Association of obesity and diabetes with serum prostate-specific antigen levels in Japanese males - Abstract

Patients with diabetes have been reported to be at an increased risk for cancers of the pancreas, liver, and colon; however, recent studies have suggested that men with diabetes are at a decreased risk for prostate cancer.

Previous studies have found that obese men have lower serum prostate-specific antigen (PSA) concentrations than do non-obese men. Further understanding of how obesity and diabetes affect the PSA concentration may improve our ability to detect clinically relevant prostate tumors. This study examined the relationships among serum PSA level, obesity, and diabetes in apparently healthy Japanese males. We analyzed the baseline data from 2,172 Japanese males (age, 56.8 +/- 6.1 years [mean +/- SD]) who participated in the Japan Multi-Institutional Collaborative Cohort Study. Diabetes was defined as the presence of both a hemoglobin A1c (JDS) of > or = 6.1% and a fasting plasma glucose level of > or = 126 mg/dL, or a positive medical history. After adjusting for age, the PSA levels were elevated among males with a higher normal BMI (ranging from 23.0 to 24.9) and lowered among men with a BMI of > or = 25.0. In the stratified analysis, these significant differences in BMI categories were absent among diabetics. The mean PSA levels were significantly lower in diabetics than in non-diabetics among subjects aged 60 and over. Our findings suggest that the pre-overweight men had increased PSA levels, and the diabetes was associated with a reduction of PSA levels in elderly.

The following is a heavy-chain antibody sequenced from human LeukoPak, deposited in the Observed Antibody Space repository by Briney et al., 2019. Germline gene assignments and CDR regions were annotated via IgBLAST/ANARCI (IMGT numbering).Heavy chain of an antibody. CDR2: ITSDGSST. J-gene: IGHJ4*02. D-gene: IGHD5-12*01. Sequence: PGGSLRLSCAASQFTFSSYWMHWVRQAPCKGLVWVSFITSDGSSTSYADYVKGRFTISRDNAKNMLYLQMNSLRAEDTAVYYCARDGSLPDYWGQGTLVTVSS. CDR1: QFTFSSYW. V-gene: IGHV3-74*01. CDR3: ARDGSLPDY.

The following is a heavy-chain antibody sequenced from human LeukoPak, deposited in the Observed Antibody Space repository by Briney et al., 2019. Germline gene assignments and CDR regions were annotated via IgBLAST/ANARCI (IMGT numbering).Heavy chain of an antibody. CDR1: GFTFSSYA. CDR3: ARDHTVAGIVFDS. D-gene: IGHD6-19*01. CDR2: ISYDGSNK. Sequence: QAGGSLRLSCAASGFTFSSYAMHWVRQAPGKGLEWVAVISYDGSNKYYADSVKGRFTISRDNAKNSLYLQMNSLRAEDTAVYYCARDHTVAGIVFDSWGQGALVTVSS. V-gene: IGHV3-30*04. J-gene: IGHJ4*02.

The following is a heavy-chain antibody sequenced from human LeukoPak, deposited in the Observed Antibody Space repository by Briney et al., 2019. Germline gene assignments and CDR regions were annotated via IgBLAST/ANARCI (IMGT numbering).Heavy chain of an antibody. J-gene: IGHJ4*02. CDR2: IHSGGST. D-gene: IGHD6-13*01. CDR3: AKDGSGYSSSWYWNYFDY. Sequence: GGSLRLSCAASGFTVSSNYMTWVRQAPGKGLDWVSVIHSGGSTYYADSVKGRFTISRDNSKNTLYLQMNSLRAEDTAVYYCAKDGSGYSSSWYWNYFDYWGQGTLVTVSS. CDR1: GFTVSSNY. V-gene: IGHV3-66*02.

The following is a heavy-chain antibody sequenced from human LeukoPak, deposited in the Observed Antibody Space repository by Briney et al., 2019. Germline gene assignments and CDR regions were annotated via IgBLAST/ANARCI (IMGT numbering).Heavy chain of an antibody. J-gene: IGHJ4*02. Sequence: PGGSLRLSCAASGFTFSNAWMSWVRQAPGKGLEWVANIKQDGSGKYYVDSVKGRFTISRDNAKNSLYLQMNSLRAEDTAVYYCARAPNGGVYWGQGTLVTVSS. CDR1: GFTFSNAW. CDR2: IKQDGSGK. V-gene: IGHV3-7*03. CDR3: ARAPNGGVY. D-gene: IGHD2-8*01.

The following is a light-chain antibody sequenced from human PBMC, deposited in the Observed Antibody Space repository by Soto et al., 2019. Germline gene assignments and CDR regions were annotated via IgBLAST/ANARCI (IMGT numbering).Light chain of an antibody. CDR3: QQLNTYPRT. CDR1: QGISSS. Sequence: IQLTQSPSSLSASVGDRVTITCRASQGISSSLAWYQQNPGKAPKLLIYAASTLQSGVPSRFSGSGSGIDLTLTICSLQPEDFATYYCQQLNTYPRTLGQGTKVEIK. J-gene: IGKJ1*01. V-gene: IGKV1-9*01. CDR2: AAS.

Written by:
Naito M, Asai Y, Mori A, Fukada Y, Kuwabara M, Katase S, Hishida A, Morita E, Kawai S, Okada R, Nishio K, Tamakoshi A, Wakai K, Hamajima N.   Are you the author?
Department of Preventive Medicine, Nagoya University Graduate School of Medicine, Nagoya, Japan.

Reference: Nagoya J Med Sci. 2012 Aug;74(3-4):285-92.

PubMed Abstract
PMID: 23092101 Prostate Cancer Section